The kitchen floor is covered in fragments of glass. Splashes of red liquid glimmers in the morning sun, the glass sparkles like diamonds. It’s nine a.m., Monday, my hands now empty. I sit among the glass and start to weep, splashing the red liquid as if to wipe it away from my feet. Glass sticks into the skin, I grimace, I curse, I pick a piece from the floor, a long jagged piece, and start to push it against the skin on my arm. The glass cuts through and I watch as my own red liquid drip onto the floor. It’s warm.
She sits opposite me, a candle lit dinner between us. She delicately cuts into the steak, slicing the meat open as one would unzip the back of a brand new dress, more red liquid seeps into the potatoes. She chews each chunk slowly, thirty bites, one big audible swallow. She watches me watch her between each bite, it makes me sweat.
‘So, aren’t you going to ask how my day was?’ she asks.
‘Oh yes,’ I fumble. She takes a sip of water from her paper cup, and I stare down at my meal. The meat is cold.
She doesn’t watch television. She doesn’t read books. She doesn’t touch. But she does dance. She dances all alone, leaving me to sit and stare, but that is what I do. And she dances to Sun Ra, to Coltrane, to Vince Guaraldi. She dances with the blinds still open, she dances on bad days, she dances on summer days. But this time, she dances onto a piece of glass, left behind on the kitchen floor. Of course she stops. Of course she asks me:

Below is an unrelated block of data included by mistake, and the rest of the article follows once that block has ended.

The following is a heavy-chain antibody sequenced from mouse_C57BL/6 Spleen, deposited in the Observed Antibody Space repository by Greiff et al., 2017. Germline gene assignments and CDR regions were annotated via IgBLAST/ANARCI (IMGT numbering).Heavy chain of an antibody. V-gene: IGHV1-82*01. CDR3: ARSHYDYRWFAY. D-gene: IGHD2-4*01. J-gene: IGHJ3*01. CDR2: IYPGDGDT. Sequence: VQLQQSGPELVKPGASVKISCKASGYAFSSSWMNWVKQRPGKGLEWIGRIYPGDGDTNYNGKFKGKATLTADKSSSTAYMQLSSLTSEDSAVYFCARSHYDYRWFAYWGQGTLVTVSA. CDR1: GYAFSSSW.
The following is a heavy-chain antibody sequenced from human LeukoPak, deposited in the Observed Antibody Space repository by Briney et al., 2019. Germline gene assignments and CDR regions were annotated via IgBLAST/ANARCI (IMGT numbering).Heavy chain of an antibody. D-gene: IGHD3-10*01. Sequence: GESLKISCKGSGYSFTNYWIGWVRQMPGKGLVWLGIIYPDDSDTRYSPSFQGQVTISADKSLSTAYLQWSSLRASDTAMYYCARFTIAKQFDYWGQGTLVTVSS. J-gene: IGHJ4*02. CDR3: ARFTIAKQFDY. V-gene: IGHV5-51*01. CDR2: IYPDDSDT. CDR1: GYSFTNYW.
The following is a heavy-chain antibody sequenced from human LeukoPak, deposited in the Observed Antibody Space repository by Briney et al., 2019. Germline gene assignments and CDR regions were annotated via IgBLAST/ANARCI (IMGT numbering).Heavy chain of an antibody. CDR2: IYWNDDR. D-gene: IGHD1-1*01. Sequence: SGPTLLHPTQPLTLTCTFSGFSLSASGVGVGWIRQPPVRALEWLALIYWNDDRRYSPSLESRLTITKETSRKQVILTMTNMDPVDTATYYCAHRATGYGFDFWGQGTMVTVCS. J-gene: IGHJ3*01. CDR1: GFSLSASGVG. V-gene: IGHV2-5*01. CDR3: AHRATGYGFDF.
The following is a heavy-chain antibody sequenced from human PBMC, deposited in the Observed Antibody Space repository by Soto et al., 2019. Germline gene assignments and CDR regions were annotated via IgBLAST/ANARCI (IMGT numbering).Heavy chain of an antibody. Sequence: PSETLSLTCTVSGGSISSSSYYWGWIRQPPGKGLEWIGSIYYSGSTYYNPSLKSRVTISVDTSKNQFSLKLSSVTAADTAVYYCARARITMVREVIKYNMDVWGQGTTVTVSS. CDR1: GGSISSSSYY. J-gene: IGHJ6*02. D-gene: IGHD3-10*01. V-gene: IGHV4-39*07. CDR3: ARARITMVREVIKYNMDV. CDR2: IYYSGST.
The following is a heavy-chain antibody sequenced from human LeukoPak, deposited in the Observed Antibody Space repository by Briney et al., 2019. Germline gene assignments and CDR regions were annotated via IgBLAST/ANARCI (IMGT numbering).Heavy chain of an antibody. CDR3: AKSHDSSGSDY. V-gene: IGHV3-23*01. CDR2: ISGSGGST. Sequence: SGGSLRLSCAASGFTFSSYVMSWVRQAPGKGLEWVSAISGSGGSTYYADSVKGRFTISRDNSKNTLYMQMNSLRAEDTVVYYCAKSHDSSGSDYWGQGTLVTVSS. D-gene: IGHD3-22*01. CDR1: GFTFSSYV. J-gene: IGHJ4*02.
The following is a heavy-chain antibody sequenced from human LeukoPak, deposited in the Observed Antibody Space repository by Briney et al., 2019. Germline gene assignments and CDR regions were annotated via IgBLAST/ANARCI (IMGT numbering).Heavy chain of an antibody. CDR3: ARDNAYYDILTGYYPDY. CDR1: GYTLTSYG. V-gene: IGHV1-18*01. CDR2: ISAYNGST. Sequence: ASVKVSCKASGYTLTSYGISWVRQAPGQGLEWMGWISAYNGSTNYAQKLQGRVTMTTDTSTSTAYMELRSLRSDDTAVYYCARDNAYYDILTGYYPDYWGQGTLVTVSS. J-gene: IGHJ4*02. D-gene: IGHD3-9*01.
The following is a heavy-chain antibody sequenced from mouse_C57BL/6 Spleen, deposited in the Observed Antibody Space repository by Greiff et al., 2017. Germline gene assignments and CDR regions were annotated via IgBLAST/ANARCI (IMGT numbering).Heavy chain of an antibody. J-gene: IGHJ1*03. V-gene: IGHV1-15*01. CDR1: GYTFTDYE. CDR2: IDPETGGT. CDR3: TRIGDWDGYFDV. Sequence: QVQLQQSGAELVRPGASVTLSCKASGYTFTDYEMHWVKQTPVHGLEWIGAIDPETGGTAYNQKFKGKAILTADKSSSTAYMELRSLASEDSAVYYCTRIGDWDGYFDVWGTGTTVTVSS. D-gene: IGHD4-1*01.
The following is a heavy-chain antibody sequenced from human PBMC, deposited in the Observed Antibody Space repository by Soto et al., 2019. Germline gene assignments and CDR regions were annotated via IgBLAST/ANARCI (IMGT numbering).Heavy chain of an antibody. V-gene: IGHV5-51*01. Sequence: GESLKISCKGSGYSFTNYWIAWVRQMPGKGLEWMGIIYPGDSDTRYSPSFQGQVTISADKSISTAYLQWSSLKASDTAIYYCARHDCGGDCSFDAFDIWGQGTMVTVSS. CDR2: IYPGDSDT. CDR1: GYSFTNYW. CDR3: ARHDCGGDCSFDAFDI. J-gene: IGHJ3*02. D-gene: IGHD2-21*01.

‘What’s this? Is this… mine?’
It’s why I won’t let her dance outside.
She unzips her dress as one would tear apart a piece of meat, throwing everything off, until she stands naked before me. I smile as she pulls the skin of her hands off like gloves, as she slowly peels back her face, till it’s over her skull. The skin is hung inside the wardrobe, joining all her hair, her faces, her flesh. I stare at her smooth glass body, her innards held up by a clear ribcage, and I watch the heart beat as she finally smiles back. It’s the only time she can.
She sleeps with her cold glass body against my skin. I long for the warmth within, longing to cut a slit and push my hands inside her, to massage her heart, to feel the push of her kidneys, and take in the warm blood that flows through her hanging veins. But when I feel the cracks on her feet, the scratches on her cheeks, I start to weep, I haphazardly check for leaks.
I breathe onto her chest and draw a love heart, watching the muscle beat underneath. All I can do is worry about cracks, and breathe on glass.
I’m in pieces tonight, I’m in pieces every night.